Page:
|Great eye contact, engaged|
We didn't always know Sophie had autism. In fact, in the first 18 months of her life she was as unautistic as could be. We joked she was our most social child (she's the third of four siblings), as she never seemed to have gone through the shy phase that marked both our older kids' early toddlerhood. She was unique always, though it is only the wisdom of hindsight that judges her uniqueness as something indicative of a disorder that would have made such an impact in just a few short months.
At the time we delighted in this gorgeous creature who hardly ever cried, never fussed or seemed unhappy and had an air of quiet repose always. Nothing pointed to an abnormality, quite the opposite. She seemed to be developing beyond her peers with what we judged as incredible maturity and self-awareness. She walked late, which only added to her cerebral image. At 18 months she had around 50 words in her vocabulary, including the names of all family members and many of our friends. She would greet everyone with a "hi!" and a grin. We saw our pedeatrician for the big developmental checkup at that time and left with only mild concerns regarding her not walking yet and none whatsoever regarding her social/cognitive/emotional development.
|Camping, playing with sand toys, interacting with older sister. No indication of autism|
Little did we know that in just 6 months we would be back in his office completing the autism checklist, which was followed by a developmental pedeatrian's evaluation and subsequent diagnosis of Autism and Global Developmental Delay.
The year of 2012 began, as in many households with small children, in a stream of colds, flus and general malaise that ceaselessly cycled through our family from January through April. Since any given week we were all either sick, recovering or both, initially Sophie's regression went unnoticed. We had also assumed that since she had finally started walking, learning new words had been temporarily put on the back burner. Around Easter she came down with the nastiest bug yet. A violent stomach virus raged through her little body for 2 weeks, leaving her frail and emaciated. Naturally we didn't expect her to be working on any new milestones as she recovered. Another month went by. Her appetite returned, her cheeks got rosy and her body regained its plump roundness. And we had to admit it then- our Sophie was gone. Her once bright and inquisitive eyes stared blankly above our heads. When was the last time she played with toys? We couldn't recall. We started to desperately try to engage her as she stared fixedly at the tv, Thomas the Tank engine, the only show she ever wanted to watch. When did it become an all-encompassing obsession?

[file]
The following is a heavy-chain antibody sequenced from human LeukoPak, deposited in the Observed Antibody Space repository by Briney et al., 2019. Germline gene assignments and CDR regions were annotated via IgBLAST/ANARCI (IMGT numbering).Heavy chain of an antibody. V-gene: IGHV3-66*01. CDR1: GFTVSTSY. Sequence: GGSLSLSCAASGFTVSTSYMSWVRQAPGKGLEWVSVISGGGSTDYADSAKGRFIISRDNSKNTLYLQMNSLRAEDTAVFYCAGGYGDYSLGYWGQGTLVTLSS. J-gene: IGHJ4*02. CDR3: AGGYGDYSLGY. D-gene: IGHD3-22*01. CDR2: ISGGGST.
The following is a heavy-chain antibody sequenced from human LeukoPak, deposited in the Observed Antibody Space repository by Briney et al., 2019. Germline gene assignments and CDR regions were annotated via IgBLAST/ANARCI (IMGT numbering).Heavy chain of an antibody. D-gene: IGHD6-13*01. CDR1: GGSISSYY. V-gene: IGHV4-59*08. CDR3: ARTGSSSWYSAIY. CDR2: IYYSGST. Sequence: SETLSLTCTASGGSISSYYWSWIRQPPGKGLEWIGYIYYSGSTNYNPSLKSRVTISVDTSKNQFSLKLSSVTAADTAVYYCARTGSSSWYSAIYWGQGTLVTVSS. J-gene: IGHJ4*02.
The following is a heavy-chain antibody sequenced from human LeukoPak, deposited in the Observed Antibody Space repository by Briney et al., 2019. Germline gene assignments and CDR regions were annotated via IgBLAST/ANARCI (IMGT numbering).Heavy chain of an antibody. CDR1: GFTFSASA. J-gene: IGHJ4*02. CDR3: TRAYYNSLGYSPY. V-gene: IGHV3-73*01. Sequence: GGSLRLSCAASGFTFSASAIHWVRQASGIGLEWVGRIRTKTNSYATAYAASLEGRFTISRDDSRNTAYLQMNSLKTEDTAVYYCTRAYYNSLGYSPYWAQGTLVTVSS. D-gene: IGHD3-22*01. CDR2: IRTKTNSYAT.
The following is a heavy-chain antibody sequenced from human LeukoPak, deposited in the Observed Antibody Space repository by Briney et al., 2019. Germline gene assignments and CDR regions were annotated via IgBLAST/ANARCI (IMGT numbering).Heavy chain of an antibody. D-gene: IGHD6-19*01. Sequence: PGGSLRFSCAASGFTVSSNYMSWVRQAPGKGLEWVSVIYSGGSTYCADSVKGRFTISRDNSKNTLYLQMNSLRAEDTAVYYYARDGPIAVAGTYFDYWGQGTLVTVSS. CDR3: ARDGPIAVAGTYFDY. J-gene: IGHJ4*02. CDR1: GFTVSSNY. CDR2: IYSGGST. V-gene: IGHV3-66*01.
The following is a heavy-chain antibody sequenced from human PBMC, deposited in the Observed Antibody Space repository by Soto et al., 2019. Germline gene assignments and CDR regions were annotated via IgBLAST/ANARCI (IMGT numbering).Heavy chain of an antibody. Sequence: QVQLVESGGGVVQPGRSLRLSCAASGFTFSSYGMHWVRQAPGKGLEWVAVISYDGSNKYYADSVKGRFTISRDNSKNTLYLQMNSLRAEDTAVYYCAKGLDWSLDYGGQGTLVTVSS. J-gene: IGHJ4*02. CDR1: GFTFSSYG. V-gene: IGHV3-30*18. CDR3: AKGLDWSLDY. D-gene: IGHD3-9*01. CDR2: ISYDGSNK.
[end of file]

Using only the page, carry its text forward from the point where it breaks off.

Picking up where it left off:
Our realization of the occurring regression didn't stop it. Like a tornado destroying everything in its wake, the neurological storm that was going on inside our daughter didn't recede until it stripped away whatever it could, leaving just a shell of the vibrant little girl that once was.
|Off in her own world, among the leaves in the trees|
But... She is still sweet. Her smile still melts our heart. She is still seldom fussy or unhappy and she still exudes calmness and repose. She is worth fighting for and we won't ever stop.